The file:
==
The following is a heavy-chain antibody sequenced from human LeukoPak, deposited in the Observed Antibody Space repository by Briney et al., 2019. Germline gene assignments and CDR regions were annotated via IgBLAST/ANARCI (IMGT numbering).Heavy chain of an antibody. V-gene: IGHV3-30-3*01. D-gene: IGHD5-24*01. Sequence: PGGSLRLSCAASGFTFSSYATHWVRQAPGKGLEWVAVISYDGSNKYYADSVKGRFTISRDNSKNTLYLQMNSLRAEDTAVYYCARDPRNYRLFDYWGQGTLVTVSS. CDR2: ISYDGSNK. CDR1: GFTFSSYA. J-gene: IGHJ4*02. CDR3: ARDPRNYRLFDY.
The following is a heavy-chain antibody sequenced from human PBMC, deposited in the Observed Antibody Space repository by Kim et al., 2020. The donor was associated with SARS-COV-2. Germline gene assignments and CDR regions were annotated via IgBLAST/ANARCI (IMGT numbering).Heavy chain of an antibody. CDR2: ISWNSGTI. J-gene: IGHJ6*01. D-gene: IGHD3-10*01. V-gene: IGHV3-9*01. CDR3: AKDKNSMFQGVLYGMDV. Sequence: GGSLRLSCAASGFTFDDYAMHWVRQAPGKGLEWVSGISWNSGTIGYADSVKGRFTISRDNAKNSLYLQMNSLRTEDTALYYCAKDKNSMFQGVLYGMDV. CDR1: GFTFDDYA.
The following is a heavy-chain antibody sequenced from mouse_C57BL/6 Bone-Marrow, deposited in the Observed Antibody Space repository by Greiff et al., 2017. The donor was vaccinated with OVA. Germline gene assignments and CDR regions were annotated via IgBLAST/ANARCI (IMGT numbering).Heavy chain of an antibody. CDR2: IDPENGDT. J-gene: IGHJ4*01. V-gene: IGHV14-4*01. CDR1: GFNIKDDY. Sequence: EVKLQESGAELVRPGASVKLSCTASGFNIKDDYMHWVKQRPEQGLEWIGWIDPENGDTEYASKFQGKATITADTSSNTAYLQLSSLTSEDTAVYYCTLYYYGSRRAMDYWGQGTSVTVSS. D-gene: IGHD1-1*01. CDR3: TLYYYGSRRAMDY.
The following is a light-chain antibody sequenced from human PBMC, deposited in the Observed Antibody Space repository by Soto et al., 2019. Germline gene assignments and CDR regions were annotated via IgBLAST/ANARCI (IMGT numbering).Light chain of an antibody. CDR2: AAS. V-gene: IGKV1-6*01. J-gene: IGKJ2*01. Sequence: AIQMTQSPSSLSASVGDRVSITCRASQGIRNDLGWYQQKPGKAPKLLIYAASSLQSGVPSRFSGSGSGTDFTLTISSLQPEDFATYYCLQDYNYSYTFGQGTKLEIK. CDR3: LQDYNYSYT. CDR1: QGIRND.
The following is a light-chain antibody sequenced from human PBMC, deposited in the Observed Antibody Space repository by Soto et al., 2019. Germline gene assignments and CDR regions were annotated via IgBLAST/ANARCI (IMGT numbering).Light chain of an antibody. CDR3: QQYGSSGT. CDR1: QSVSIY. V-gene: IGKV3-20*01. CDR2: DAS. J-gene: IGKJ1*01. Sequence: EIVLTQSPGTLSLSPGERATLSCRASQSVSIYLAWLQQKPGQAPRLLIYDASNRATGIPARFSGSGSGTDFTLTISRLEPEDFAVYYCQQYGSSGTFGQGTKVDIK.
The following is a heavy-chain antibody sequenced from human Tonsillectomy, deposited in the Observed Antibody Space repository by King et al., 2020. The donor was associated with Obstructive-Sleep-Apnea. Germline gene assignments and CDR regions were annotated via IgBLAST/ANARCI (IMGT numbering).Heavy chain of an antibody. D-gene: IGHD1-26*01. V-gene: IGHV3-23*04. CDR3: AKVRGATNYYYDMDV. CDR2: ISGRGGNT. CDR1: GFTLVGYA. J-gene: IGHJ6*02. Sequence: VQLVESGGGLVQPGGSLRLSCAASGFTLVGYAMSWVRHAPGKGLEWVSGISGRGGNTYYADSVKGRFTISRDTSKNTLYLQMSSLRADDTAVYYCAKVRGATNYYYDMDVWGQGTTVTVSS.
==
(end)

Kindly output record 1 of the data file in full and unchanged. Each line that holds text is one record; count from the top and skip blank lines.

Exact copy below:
The following is a heavy-chain antibody sequenced from human LeukoPak, deposited in the Observed Antibody Space repository by Briney et al., 2019. Germline gene assignments and CDR regions were annotated via IgBLAST/ANARCI (IMGT numbering).Heavy chain of an antibody. V-gene: IGHV3-30-3*01. D-gene: IGHD5-24*01. Sequence: PGGSLRLSCAASGFTFSSYATHWVRQAPGKGLEWVAVISYDGSNKYYADSVKGRFTISRDNSKNTLYLQMNSLRAEDTAVYYCARDPRNYRLFDYWGQGTLVTVSS. CDR2: ISYDGSNK. CDR1: GFTFSSYA. J-gene: IGHJ4*02. CDR3: ARDPRNYRLFDY.